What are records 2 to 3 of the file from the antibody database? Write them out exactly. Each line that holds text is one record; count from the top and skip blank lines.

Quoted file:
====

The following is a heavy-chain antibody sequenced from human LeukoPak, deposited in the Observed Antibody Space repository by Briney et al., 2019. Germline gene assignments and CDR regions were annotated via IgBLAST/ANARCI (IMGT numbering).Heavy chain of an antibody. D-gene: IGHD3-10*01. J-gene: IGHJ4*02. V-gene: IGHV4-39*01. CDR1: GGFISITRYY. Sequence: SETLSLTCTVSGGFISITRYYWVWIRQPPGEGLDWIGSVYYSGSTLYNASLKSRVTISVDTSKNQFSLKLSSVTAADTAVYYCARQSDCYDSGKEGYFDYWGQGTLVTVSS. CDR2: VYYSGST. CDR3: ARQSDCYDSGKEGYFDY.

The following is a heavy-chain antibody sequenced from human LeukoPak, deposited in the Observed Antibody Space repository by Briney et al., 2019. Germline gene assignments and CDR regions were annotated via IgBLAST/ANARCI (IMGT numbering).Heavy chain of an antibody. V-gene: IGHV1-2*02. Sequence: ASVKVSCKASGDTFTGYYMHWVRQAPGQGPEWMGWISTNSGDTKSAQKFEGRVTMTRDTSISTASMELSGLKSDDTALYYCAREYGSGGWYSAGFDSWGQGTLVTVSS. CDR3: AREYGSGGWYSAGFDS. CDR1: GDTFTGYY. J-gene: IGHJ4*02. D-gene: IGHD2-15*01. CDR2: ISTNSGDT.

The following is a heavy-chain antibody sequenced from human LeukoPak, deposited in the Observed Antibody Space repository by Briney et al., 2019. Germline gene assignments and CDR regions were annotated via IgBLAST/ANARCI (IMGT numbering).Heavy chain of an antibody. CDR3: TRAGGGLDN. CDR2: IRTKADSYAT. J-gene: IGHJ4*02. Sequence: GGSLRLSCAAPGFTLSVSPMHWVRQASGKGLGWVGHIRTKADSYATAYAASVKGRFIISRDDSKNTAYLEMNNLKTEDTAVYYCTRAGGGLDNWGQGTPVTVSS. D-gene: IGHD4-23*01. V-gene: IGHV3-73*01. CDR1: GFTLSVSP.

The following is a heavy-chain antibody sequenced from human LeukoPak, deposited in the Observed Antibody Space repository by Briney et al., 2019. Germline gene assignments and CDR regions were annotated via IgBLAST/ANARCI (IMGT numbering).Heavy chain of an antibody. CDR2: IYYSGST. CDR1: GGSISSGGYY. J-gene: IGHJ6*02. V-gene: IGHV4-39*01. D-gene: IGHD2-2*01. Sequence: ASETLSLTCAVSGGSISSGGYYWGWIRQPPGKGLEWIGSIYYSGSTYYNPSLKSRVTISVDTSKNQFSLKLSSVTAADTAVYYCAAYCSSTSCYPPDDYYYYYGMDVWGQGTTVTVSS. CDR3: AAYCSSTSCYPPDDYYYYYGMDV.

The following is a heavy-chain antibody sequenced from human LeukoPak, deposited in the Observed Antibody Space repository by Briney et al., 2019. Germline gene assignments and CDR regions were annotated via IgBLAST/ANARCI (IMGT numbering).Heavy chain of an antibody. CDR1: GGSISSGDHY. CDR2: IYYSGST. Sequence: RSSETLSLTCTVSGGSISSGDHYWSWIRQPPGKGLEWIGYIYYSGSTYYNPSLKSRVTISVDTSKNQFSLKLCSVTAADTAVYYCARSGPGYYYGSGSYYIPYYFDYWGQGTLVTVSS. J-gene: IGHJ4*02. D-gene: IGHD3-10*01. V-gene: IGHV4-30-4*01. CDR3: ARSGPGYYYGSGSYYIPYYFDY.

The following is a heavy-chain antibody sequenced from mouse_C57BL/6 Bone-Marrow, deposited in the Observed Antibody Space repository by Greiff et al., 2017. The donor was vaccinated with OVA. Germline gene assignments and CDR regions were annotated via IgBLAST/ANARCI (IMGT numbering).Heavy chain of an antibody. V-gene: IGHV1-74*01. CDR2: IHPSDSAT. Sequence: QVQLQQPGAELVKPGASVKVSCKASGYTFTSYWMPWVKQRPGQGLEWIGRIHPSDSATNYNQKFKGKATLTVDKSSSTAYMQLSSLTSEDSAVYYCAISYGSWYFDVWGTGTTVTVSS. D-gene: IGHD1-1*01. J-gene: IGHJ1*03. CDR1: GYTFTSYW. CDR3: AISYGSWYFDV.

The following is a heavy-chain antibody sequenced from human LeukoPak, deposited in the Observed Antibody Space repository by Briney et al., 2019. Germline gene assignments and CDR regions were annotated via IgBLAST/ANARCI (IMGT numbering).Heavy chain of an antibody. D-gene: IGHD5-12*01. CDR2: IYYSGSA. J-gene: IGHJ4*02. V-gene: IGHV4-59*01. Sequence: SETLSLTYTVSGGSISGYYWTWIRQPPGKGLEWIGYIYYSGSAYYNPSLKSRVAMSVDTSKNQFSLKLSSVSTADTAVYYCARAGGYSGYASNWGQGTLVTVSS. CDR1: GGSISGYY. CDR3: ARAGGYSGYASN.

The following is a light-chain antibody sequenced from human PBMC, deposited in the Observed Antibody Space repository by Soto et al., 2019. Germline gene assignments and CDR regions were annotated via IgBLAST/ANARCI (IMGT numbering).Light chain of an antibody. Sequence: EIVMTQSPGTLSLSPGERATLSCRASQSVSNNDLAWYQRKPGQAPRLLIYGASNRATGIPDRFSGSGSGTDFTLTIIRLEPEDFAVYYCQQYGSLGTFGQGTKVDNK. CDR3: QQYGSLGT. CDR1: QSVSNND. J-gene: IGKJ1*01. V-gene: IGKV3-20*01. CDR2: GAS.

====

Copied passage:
The following is a heavy-chain antibody sequenced from human LeukoPak, deposited in the Observed Antibody Space repository by Briney et al., 2019. Germline gene assignments and CDR regions were annotated via IgBLAST/ANARCI (IMGT numbering).Heavy chain of an antibody. V-gene: IGHV1-2*02. Sequence: ASVKVSCKASGDTFTGYYMHWVRQAPGQGPEWMGWISTNSGDTKSAQKFEGRVTMTRDTSISTASMELSGLKSDDTALYYCAREYGSGGWYSAGFDSWGQGTLVTVSS. CDR3: AREYGSGGWYSAGFDS. CDR1: GDTFTGYY. J-gene: IGHJ4*02. D-gene: IGHD2-15*01. CDR2: ISTNSGDT.

The following is a heavy-chain antibody sequenced from human LeukoPak, deposited in the Observed Antibody Space repository by Briney et al., 2019. Germline gene assignments and CDR regions were annotated via IgBLAST/ANARCI (IMGT numbering).Heavy chain of an antibody. CDR3: TRAGGGLDN. CDR2: IRTKADSYAT. J-gene: IGHJ4*02. Sequence: GGSLRLSCAAPGFTLSVSPMHWVRQASGKGLGWVGHIRTKADSYATAYAASVKGRFIISRDDSKNTAYLEMNNLKTEDTAVYYCTRAGGGLDNWGQGTPVTVSS. D-gene: IGHD4-23*01. V-gene: IGHV3-73*01. CDR1: GFTLSVSP.